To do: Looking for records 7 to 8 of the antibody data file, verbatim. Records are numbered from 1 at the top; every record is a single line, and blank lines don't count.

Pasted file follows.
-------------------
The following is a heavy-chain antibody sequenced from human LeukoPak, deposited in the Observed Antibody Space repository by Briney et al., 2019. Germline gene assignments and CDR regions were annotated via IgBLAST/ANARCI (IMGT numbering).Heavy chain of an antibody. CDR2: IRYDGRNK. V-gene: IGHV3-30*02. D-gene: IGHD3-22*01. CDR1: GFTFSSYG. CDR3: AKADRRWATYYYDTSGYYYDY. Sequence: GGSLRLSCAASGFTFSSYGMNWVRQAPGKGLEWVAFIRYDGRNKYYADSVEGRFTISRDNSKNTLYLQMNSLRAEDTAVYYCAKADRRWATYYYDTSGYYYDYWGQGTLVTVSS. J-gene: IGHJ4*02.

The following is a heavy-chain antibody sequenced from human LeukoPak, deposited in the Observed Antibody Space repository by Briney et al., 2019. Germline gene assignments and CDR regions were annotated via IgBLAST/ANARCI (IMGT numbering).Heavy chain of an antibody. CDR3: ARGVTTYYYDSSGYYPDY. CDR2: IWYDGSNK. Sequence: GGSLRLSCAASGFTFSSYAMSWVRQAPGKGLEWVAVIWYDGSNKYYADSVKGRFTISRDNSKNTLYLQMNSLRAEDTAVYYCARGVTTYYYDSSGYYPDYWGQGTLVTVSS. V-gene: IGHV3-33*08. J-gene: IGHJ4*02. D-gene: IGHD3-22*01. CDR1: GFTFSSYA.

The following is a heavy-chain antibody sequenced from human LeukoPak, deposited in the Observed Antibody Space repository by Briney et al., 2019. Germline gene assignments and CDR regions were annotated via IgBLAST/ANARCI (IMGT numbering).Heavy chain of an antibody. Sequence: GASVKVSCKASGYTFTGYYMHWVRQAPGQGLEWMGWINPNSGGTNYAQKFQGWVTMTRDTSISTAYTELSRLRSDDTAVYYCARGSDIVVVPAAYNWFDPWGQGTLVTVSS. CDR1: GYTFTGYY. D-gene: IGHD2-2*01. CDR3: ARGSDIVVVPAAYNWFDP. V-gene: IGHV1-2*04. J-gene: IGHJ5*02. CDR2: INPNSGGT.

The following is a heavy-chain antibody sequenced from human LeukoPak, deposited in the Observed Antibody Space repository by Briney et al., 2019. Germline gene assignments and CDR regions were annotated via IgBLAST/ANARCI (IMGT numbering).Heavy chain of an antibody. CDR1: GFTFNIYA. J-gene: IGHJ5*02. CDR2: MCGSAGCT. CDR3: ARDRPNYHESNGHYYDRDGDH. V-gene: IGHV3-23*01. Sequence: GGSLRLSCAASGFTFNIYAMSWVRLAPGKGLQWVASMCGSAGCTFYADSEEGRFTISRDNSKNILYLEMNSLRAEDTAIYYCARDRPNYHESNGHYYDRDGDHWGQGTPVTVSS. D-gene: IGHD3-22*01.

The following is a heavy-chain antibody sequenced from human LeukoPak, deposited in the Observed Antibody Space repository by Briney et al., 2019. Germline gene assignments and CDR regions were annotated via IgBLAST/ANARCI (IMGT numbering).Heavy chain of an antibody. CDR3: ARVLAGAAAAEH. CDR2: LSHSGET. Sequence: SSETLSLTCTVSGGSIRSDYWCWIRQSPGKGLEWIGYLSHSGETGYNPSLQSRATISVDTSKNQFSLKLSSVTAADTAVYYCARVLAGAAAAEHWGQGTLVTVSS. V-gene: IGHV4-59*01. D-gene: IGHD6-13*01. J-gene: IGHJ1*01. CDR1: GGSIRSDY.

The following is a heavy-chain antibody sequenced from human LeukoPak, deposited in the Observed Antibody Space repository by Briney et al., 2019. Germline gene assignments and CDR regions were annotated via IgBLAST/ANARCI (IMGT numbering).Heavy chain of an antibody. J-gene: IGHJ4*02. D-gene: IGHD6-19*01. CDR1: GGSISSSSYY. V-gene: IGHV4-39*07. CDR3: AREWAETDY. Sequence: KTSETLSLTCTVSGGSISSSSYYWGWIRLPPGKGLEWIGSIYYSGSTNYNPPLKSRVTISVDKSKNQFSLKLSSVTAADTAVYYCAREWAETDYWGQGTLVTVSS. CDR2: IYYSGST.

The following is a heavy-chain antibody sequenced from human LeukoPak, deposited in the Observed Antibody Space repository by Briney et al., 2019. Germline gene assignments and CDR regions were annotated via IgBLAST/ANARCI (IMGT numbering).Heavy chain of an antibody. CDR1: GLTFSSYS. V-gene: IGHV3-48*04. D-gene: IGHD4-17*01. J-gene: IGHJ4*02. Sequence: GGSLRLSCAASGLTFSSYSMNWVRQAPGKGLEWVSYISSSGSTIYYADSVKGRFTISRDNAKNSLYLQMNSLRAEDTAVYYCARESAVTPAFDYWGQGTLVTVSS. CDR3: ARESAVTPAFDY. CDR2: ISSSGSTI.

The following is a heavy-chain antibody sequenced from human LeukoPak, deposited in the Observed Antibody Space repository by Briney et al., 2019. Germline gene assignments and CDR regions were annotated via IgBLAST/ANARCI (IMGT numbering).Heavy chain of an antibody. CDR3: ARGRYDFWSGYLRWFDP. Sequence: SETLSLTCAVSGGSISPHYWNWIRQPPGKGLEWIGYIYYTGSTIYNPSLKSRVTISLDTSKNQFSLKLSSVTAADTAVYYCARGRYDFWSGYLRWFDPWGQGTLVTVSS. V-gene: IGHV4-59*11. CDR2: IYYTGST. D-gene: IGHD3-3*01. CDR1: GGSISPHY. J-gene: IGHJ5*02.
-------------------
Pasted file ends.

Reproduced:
The following is a heavy-chain antibody sequenced from human LeukoPak, deposited in the Observed Antibody Space repository by Briney et al., 2019. Germline gene assignments and CDR regions were annotated via IgBLAST/ANARCI (IMGT numbering).Heavy chain of an antibody. CDR1: GLTFSSYS. V-gene: IGHV3-48*04. D-gene: IGHD4-17*01. J-gene: IGHJ4*02. Sequence: GGSLRLSCAASGLTFSSYSMNWVRQAPGKGLEWVSYISSSGSTIYYADSVKGRFTISRDNAKNSLYLQMNSLRAEDTAVYYCARESAVTPAFDYWGQGTLVTVSS. CDR3: ARESAVTPAFDY. CDR2: ISSSGSTI.

The following is a heavy-chain antibody sequenced from human LeukoPak, deposited in the Observed Antibody Space repository by Briney et al., 2019. Germline gene assignments and CDR regions were annotated via IgBLAST/ANARCI (IMGT numbering).Heavy chain of an antibody. CDR3: ARGRYDFWSGYLRWFDP. Sequence: SETLSLTCAVSGGSISPHYWNWIRQPPGKGLEWIGYIYYTGSTIYNPSLKSRVTISLDTSKNQFSLKLSSVTAADTAVYYCARGRYDFWSGYLRWFDPWGQGTLVTVSS. V-gene: IGHV4-59*11. CDR2: IYYTGST. D-gene: IGHD3-3*01. CDR1: GGSISPHY. J-gene: IGHJ5*02.